The second paragraph of the zoning restriction fashions an administrative remedy available to any business owner in a B-2 district who feels aggrieved by the constraint.[1] It provides that "[t]he hours of service ... may be extended up to twenty-four hours per day by the authorization of a provisional use permit by the board of supervisors after public hearings". The Board may grant such permits "subject to such conditions ... as the board may prescribe... [and] to revocation at any time... for ... failure ... to adhere to ... stated conditions". Market Inns, which first began operating a restaurant in a B-2 district in October 1979, did not file an application for a provisional use permit until October 5, 1981, two days before it filed its bill of complaint. So far as the record reveals, that application is still pending.

A party complaining of the impact of a zoning ordinance on his property rights has no standing to make a judicial attack upon the validity of the ordinance until he has exhausted the administrative *740 remedies available to him. Gayton Triangle v. Henrico County, 216 Va. 764, 766-67, 222 S.E.2d 570, 572 (1976). As Market Inns points out, however, this rule does not apply unless the "administrative remedy [is] equal to the relief sought". Bd. Sup. James City County v. Rowe, 216 Va. 128, 133, 216 S.E.2d 199, 205 (1975).

Market Inns' reliance upon Rowe is misplaced, for the remedy by variance considered there is unlike the administrative remedy available to parties aggrieved by the midnight closing requirement. The variance required to effect the relief sought by the landowners in their judicial attack upon the zoning ordinance in Rowe would have amounted to a total exemption from the restrictions and obligations imposed. Because such a variance would have changed the character of the zoning district and defeated the purpose of the zoning ordinance in violation of Code § 15.1-495(b), any applications filed by the landowners would have been futile. Thus, the variance remedy was inadequate and the doctrine of exhaustion of remedies did not apply.

Market Inns argues that a provisional use permit is "a totally inadequate remedy" because of the delay involved in public hearings and because the County has authority to impose "elaborate bureaucratic conditions" and to revoke a permit "for the slightest whim of any complainant". That argument rests upon the possibility, purely conjectural, that a permit may be arbitrarily denied, encumbered with unreasonable conditions, or revoked without just cause. It is also possible, however, that a permit may be granted unconditionally and, once granted, never revoked. And it is possible that an applicant would be permitted to operate around the clock, subject only to such conditions as deemed necessary to promote the purpose the ordinance is designed to achieve. In such event, the applicant, having exhausted its administrative remedies, would have standing to seek judicial relief from any condition it considered unreasonable.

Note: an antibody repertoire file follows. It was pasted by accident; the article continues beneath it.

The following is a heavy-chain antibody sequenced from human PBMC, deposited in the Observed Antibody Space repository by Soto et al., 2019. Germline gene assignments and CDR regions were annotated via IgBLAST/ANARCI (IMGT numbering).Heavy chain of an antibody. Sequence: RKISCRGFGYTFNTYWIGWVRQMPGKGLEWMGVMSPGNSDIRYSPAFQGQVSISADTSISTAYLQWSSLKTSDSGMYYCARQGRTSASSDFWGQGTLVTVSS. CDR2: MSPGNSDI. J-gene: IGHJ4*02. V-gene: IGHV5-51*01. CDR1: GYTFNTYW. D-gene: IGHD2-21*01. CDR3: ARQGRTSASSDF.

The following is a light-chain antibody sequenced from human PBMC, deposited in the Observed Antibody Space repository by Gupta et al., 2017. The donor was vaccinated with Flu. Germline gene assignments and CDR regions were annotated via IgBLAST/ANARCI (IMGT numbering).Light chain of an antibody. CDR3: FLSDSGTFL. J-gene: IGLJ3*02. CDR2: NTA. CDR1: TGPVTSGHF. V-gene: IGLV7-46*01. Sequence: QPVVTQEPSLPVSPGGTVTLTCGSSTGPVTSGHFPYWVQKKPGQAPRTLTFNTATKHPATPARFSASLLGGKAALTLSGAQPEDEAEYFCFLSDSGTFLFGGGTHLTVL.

"[I]t is elementary the courts will not anticipate circumstances which may never materialize in order to decide a constitutional issue." Gayton Triangle, 216 Va. at 767, 222 S.E.2d at 572. And courts applying the doctrine of exhaustion of remedies will not treat an available administrative remedy as inadequate within the intendment of our holding in Rowe merely because the administrative agency is vested with administrative discretion or because the procedure involved is slow or bothersome.

We hold, therefore, that Market Inns failed to exhaust an available administrative remedy adequate to achieve the relief sought in the court below and that the chancellor erred in adjudicating the statutory and constitutional issues. We will affirm the chancellor's ruling sustaining the County's motion to strike Market Inns' damage claim. Insofar as the chancellor ruled that the zoning restriction is invalid, we will reverse the decree and vacate the injunction, without prejudice to Market Inns' right to pursue its application for a provisional use permit.[2]

Affirmed in part and reversed in part.


[1] This remedy is not available to an owner in a B-1 district.

[2] By assignment of cross-error, Market Inns questions the chancellor's oral ruling rejecting its contention that it had established a lawful non-conforming use under Code § 15.1-492. We do not consider this assignment. Market Inns did not plead such a use in its bill of complaint, it did not allege facts to support a finding of such a use, and "no court can base its judgment or decree upon facts not alleged or upon a right which has not been pleaded and claimed." Ted Lansing Supply v. Royal Alum., 221 Va. 1139, 1141, 277 S.E.2d 228, 229 (1981).